The United States Department of Transportation Federal Aviation Administration announced that the Boeing Company will pay at least $17 million in penalties and undertake multiple corrective actions with its production under a settlement agreement (PDF) with the Federal Aviation Administration (FAA).
The FAA found that the Chicago-based manufacturer installed equipment on 759 Boeing 737 MAX and NG aircraft containing sensors that were not approved for that equipment; submitted approximately 178 Boeing 737 MAX aircraft for airworthiness certification when the aircraft potentially had nonconforming slat tracks installed; and improperly marked those slat tracks.
“Keeping the flying public safe is our primary responsibility. That is not negotiable, and the FAA will hold Boeing and the aviation industry accountable to keep our skies safe,” said FAA Administrator Steve Dickson.
Boeing will pay the $17 million penalty within 30 days after signing the agreement. If Boeing does not complete certain corrective actions within specific timeframes, the FAA will levy up to $10.1 million in additional penalties. The corrective actions include but are not limited to:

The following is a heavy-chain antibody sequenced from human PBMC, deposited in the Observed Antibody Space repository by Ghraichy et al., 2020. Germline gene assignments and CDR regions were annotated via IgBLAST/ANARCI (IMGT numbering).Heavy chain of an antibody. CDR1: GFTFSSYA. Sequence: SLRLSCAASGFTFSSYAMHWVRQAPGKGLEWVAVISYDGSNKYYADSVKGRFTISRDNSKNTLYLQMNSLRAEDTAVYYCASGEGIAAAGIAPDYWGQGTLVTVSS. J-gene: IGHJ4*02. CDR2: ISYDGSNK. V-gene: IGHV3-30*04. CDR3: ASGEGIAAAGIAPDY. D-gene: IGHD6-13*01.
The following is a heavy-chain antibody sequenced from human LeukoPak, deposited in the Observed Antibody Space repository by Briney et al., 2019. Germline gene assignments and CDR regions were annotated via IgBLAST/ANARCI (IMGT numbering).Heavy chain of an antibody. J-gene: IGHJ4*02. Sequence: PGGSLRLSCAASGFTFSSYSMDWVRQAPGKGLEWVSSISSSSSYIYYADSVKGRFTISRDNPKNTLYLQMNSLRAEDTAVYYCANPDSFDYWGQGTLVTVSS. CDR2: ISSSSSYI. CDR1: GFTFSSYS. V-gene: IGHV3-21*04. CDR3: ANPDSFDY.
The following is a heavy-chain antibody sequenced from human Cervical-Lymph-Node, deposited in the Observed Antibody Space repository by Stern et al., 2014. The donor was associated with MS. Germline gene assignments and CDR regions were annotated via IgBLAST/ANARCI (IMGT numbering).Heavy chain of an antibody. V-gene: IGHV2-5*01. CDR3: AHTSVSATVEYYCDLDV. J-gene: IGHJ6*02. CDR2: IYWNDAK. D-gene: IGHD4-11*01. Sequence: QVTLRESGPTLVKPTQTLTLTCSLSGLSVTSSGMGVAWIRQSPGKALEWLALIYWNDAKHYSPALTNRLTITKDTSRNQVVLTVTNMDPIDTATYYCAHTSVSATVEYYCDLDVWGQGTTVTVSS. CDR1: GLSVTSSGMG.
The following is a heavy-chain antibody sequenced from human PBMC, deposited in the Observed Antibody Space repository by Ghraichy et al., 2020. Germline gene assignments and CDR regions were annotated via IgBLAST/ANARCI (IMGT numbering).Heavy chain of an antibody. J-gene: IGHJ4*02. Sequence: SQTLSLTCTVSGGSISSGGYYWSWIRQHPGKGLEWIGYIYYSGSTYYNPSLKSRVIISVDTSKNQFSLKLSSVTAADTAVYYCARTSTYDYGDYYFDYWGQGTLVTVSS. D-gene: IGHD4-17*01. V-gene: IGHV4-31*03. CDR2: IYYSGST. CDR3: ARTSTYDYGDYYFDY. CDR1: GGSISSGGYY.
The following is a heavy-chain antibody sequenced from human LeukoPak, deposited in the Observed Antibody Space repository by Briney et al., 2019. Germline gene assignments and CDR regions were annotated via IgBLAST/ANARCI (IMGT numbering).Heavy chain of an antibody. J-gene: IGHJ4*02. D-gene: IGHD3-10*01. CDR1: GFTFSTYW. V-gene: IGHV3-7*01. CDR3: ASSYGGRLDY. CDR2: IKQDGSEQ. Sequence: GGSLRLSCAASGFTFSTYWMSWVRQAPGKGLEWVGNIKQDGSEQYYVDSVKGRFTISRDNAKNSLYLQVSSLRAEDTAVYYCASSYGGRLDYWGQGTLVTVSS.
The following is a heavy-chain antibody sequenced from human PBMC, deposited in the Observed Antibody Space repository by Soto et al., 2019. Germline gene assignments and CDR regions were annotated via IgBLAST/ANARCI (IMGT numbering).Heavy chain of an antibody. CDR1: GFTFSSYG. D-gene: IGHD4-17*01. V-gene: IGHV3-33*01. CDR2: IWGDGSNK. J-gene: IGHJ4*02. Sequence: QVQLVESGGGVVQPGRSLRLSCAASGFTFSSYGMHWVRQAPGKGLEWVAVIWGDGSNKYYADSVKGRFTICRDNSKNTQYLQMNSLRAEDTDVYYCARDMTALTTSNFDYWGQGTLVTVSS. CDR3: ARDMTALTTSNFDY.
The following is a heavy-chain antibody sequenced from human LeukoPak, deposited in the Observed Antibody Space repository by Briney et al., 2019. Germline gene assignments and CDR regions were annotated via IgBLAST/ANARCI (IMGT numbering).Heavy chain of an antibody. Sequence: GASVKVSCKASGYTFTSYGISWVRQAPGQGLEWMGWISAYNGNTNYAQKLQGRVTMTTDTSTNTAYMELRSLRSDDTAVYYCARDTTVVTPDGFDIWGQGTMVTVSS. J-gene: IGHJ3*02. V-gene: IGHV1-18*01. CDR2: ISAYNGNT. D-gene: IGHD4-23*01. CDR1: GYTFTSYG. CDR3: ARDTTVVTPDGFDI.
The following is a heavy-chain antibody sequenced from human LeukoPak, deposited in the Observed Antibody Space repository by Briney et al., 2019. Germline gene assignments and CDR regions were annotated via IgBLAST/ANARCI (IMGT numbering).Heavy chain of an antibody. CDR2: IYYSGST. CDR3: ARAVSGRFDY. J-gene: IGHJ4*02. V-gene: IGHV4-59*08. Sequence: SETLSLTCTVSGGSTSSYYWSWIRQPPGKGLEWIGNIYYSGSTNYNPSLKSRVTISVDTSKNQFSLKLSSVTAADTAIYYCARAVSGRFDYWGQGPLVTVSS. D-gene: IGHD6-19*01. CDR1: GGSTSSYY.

- Strengthening procedures to ensure that it does not install on aircraft any parts that fail to conform to their approved design.
- Performing Safety Risk Management analyses to determine whether its supply-chain oversight processes are appropriate and whether the company is ready to safely increase the Boeing 737 production rate.
- Revising its production procedures to enable the FAA to observe production rate readiness assessments, the data on which the company bases the assessments, and the results of the assessments.
- Taking steps to reduce the chance that it presents to the FAA aircraft with nonconforming parts for airworthiness certification or a Certificate of Export.
- Enhancing processes to improve its oversight of parts suppliers.
The FAA will continue its oversight of Boeing’s engineering and production activities and is actively implementing oversight provisions from the 2020 Aircraft Certification, Safety, and Accountability Act.
FAA statement issued on 27 May 2021.
Reported on 27 May 2021 by Air Transport News.